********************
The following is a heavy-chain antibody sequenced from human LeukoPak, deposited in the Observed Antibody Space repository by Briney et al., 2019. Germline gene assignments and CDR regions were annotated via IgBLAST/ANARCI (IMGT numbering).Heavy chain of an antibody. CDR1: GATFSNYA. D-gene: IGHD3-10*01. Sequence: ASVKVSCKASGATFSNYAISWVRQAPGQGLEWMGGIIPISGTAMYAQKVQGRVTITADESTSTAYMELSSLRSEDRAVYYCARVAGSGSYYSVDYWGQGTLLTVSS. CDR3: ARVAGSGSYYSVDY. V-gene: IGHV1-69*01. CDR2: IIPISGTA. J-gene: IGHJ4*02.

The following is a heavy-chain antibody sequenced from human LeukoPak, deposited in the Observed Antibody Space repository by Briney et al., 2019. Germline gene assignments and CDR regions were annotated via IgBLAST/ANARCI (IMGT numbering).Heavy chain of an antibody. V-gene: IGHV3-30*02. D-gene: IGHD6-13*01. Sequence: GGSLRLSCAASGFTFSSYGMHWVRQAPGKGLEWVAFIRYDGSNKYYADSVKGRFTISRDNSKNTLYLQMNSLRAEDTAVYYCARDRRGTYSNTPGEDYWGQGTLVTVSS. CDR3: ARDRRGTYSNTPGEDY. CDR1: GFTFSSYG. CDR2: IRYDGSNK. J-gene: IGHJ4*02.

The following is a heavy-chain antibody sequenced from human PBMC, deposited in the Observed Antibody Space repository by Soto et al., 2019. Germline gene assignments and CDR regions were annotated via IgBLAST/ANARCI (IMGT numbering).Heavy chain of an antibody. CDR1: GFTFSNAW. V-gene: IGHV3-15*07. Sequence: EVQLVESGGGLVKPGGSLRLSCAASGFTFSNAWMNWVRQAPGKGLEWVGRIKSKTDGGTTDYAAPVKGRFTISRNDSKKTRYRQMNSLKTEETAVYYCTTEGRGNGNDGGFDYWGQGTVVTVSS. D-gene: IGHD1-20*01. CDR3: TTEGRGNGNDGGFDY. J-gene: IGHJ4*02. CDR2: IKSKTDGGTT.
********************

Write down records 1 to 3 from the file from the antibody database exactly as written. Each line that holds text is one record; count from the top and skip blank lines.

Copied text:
The following is a heavy-chain antibody sequenced from human LeukoPak, deposited in the Observed Antibody Space repository by Briney et al., 2019. Germline gene assignments and CDR regions were annotated via IgBLAST/ANARCI (IMGT numbering).Heavy chain of an antibody. CDR1: GATFSNYA. D-gene: IGHD3-10*01. Sequence: ASVKVSCKASGATFSNYAISWVRQAPGQGLEWMGGIIPISGTAMYAQKVQGRVTITADESTSTAYMELSSLRSEDRAVYYCARVAGSGSYYSVDYWGQGTLLTVSS. CDR3: ARVAGSGSYYSVDY. V-gene: IGHV1-69*01. CDR2: IIPISGTA. J-gene: IGHJ4*02.

The following is a heavy-chain antibody sequenced from human LeukoPak, deposited in the Observed Antibody Space repository by Briney et al., 2019. Germline gene assignments and CDR regions were annotated via IgBLAST/ANARCI (IMGT numbering).Heavy chain of an antibody. V-gene: IGHV3-30*02. D-gene: IGHD6-13*01. Sequence: GGSLRLSCAASGFTFSSYGMHWVRQAPGKGLEWVAFIRYDGSNKYYADSVKGRFTISRDNSKNTLYLQMNSLRAEDTAVYYCARDRRGTYSNTPGEDYWGQGTLVTVSS. CDR3: ARDRRGTYSNTPGEDY. CDR1: GFTFSSYG. CDR2: IRYDGSNK. J-gene: IGHJ4*02.

The following is a heavy-chain antibody sequenced from human PBMC, deposited in the Observed Antibody Space repository by Soto et al., 2019. Germline gene assignments and CDR regions were annotated via IgBLAST/ANARCI (IMGT numbering).Heavy chain of an antibody. CDR1: GFTFSNAW. V-gene: IGHV3-15*07. Sequence: EVQLVESGGGLVKPGGSLRLSCAASGFTFSNAWMNWVRQAPGKGLEWVGRIKSKTDGGTTDYAAPVKGRFTISRNDSKKTRYRQMNSLKTEETAVYYCTTEGRGNGNDGGFDYWGQGTVVTVSS. D-gene: IGHD1-20*01. CDR3: TTEGRGNGNDGGFDY. J-gene: IGHJ4*02. CDR2: IKSKTDGGTT.